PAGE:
Numero do it again with this fantastic compilation of rare recordings by the Arnold Gibson led Universal Togetherness Band. Recorded independently from ‘79 to ‘82 & funded for the most part by Columbia College in downtime Chicago, Numero compiles 8 incredible songs from UTB’s sprawling and largely unheard catalogue. Gibson and co’s uplifting music takes in soul, jazz fusion, disco and other worlds they haven’t told you about. Don’t miss this special LP (or CD!).
We’re pretty new to drummer Makaya McCraven’s skills, but the man has been holding down the sticks for quite some time in Chicago and beyond, playing with the likes of Archie Shepp, Yusef Lateef and Bernie Worrell, and supporting Steely Dan on tour. Whilst In The Moment sounds like a jam session, we get a very good sense of Makaya’s strong compositional skills and his understanding of not only rhythms (be they jazz, funk, rock or further out) but melody and arrangement. Makaya is joined for the ride by Midwest heavyweights, such as Jeff Parker (Tortoise) and De’sean Jones (Underground Resistance), but it’s the less well known Chicagoans Junius Paul on bass and vibraphonist Justefan that hold the fort down with McCraven for the majority of this album, making it our favourite jazz album so far this year.
The Supreme Jubilees first came to our attention as part of Numero Group’s Good God! Apocryphal Hymns compilation back in 2013 with the slow burning It’ll All Be Over. Fast forward to the end of 2014, when Light In The Attic announced the release of their privately pressed and equally titled album from 1980 to the satisfaction of our attentive ears. It’ll All Be Over is a collection of 9 varied, yet gospel laden cuts, ranging from heartfelt soul to head nodding and more upbeat grooves.
There’s almost been a glut of good Sun Ra reissues of late, of particular note the excellent compilation last year blessed by the involvement of Marshall Allen. This year, though, came a nice surprise in the form of this live set from 1984. It serves as an shining example of the Arkestra’s live performances in the 1980s, before Ra passed, and it contains excellent versions of Nuclear War and Fate In A Pleasant Mood.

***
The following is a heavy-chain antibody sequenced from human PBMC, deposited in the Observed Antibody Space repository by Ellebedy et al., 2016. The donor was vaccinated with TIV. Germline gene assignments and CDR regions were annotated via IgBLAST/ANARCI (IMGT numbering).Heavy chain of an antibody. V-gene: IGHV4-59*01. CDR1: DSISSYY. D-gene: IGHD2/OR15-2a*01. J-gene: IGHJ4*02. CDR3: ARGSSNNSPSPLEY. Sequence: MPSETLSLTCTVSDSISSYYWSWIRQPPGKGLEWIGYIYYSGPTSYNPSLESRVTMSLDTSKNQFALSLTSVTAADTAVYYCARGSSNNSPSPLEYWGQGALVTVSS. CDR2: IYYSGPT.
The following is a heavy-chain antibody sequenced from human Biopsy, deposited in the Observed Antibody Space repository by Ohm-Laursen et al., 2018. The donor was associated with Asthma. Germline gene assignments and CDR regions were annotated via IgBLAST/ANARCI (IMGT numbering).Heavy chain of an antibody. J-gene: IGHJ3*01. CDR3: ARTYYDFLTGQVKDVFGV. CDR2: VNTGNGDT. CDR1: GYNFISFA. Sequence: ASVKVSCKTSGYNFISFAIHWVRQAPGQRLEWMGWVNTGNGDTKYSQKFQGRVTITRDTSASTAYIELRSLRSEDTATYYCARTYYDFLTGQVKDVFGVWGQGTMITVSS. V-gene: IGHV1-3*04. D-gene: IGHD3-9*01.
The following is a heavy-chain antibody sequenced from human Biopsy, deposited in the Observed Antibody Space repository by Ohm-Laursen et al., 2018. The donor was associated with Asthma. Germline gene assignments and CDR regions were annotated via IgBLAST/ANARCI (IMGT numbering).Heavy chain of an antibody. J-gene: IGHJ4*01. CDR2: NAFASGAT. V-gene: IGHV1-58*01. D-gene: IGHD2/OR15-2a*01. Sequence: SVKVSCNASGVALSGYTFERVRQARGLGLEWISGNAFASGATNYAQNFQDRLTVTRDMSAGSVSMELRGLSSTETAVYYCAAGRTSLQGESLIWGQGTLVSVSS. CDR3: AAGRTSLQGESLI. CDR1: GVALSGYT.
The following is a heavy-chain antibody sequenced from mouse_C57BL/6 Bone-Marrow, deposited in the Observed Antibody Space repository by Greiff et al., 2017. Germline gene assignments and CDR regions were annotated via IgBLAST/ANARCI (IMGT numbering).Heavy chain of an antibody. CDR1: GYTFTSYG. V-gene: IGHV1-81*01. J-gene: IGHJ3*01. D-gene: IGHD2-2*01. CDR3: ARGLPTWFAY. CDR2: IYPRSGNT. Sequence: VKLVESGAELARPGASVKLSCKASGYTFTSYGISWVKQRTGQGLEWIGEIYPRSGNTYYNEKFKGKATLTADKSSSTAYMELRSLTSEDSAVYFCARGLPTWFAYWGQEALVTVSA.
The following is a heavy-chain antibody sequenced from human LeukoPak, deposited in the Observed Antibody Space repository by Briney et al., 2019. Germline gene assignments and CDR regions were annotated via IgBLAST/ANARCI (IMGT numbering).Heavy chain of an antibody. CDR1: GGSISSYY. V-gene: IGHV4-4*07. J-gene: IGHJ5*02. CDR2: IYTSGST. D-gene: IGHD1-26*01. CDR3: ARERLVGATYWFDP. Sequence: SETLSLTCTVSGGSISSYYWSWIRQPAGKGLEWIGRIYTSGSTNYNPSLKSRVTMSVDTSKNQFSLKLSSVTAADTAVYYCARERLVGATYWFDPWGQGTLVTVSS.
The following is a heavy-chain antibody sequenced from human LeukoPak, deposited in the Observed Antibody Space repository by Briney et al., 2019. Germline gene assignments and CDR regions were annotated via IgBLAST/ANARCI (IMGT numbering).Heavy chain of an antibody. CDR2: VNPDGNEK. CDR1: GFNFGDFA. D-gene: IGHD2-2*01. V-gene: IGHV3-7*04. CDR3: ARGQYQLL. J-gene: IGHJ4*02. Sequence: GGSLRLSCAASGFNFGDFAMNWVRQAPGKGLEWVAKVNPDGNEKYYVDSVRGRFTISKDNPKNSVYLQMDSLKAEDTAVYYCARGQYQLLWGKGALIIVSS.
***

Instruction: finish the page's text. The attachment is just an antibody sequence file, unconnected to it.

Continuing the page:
As the story goes, the original version of Milton Wright’s debut album was shelved and never saw the light of day. To make things worse, its master tapes burnt down at the Miami warehouse of T.K. Disco a few years later and up until now a very scant number of people had been able to hear the record in its original form. Somehow and luckily for all of us, Athens Of The North managed to get a hold of this holy grail and lovingly reissued a bonafide gem of folky, funky, and honest slice of modern soul. From top to bottom Milton’s voice along with the beautifully arranged music make for an arresting listen with more than enough heavyness for the dancers. Absolutely essential!
There’s a group of talented South Londoners who’ve been making a lot of noise since the second half of 2014 with a slew of solo and collaborative EPs and albums. Be it Al Dobson Jr., Mo Kolours, Jean Bassa or our man in question here, Henry Wu; these guys have been crafting a singular brand of sample based electronic dance music that equally serves the head as it does the feet. On his latest EP for Alexander Nut’s Ho Tep imprint, Mr. Wu is found exploring several rhythmic territories, whether it’s jazzy and deep house on Don’t Want the Regular or neck-breaking beats on Expensive Ghetto; but most importantly, it all falls in the right place.